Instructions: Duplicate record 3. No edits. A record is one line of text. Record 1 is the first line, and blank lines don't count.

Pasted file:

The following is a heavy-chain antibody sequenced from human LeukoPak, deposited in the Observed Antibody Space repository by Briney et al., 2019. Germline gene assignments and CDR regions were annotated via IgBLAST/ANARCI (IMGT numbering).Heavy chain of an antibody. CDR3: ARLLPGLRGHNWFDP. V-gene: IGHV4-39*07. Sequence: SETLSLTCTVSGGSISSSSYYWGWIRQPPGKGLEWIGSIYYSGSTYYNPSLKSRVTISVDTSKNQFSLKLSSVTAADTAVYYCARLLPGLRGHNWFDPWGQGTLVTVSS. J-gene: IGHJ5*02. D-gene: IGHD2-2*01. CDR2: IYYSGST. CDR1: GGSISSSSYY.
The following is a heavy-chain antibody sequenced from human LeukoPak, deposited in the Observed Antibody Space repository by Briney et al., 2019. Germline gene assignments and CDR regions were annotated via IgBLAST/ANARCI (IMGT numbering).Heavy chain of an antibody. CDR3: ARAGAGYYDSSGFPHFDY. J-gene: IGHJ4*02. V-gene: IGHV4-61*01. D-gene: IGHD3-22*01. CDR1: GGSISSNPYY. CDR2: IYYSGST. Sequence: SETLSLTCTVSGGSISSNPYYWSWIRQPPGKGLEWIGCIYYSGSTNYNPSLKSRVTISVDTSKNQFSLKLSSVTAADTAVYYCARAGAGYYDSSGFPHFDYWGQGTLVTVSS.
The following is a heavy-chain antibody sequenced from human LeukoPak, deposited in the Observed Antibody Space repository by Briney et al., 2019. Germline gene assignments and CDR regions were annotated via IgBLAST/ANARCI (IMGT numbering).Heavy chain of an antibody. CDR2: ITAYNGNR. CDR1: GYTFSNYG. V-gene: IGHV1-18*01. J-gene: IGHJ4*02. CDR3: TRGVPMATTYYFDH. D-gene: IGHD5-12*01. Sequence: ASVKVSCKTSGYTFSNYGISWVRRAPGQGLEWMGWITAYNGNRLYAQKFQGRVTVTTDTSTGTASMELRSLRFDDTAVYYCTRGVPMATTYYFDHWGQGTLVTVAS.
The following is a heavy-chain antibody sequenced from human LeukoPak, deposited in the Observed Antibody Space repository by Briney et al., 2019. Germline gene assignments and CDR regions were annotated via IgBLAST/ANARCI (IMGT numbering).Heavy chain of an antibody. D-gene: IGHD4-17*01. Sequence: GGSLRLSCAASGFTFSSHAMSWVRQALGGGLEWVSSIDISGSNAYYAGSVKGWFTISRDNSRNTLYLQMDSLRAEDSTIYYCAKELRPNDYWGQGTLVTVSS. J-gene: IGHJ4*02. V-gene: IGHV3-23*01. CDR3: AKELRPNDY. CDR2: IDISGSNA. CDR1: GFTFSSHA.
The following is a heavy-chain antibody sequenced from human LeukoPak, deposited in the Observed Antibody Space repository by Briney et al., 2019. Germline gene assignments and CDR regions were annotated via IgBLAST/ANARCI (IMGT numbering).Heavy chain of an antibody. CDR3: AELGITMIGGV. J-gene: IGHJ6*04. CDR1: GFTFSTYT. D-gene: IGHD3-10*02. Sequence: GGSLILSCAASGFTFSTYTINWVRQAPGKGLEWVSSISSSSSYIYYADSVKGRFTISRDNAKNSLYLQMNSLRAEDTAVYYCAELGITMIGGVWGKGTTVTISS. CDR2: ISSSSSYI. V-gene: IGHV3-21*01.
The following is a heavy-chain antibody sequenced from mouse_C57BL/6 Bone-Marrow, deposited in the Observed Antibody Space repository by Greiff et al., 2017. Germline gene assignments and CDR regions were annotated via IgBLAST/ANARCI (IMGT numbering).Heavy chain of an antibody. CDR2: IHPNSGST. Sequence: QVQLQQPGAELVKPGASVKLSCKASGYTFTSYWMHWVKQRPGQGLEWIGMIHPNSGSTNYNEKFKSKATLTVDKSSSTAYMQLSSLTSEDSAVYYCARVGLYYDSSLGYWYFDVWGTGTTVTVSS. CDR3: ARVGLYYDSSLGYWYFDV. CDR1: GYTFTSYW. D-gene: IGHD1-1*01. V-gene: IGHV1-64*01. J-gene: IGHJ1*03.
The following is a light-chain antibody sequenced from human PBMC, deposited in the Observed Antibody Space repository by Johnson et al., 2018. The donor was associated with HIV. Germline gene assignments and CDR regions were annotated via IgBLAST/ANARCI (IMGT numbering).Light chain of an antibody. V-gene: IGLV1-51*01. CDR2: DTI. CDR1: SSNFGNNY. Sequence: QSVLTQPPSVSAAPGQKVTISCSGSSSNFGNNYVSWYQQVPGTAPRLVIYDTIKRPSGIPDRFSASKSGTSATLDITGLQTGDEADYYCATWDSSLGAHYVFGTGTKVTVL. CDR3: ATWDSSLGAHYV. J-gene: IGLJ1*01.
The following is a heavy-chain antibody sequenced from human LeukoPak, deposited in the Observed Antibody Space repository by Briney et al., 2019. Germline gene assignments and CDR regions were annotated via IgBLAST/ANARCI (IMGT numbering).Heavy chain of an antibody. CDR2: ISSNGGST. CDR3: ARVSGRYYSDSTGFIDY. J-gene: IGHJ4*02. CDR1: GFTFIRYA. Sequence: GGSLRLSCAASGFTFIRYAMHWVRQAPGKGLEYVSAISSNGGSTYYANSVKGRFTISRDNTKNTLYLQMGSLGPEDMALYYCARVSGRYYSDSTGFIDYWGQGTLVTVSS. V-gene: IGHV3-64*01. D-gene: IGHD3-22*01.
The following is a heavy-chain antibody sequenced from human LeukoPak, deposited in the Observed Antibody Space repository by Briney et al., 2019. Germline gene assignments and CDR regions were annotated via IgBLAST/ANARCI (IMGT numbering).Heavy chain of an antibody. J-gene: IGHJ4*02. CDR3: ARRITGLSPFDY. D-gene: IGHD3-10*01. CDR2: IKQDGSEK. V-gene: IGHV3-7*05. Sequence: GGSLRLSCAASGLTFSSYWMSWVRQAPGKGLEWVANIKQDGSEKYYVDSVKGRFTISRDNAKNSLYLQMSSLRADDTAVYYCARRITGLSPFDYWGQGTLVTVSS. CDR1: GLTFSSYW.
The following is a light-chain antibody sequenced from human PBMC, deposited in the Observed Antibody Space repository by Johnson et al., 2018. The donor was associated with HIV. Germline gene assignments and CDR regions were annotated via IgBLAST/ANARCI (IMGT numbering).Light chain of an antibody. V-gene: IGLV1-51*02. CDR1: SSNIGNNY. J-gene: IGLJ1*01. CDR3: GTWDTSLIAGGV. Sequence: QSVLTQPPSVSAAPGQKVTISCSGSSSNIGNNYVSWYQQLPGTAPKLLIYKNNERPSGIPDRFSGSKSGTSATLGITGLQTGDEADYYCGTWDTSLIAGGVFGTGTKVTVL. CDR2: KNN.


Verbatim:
The following is a heavy-chain antibody sequenced from human LeukoPak, deposited in the Observed Antibody Space repository by Briney et al., 2019. Germline gene assignments and CDR regions were annotated via IgBLAST/ANARCI (IMGT numbering).Heavy chain of an antibody. CDR2: ITAYNGNR. CDR1: GYTFSNYG. V-gene: IGHV1-18*01. J-gene: IGHJ4*02. CDR3: TRGVPMATTYYFDH. D-gene: IGHD5-12*01. Sequence: ASVKVSCKTSGYTFSNYGISWVRRAPGQGLEWMGWITAYNGNRLYAQKFQGRVTVTTDTSTGTASMELRSLRFDDTAVYYCTRGVPMATTYYFDHWGQGTLVTVAS.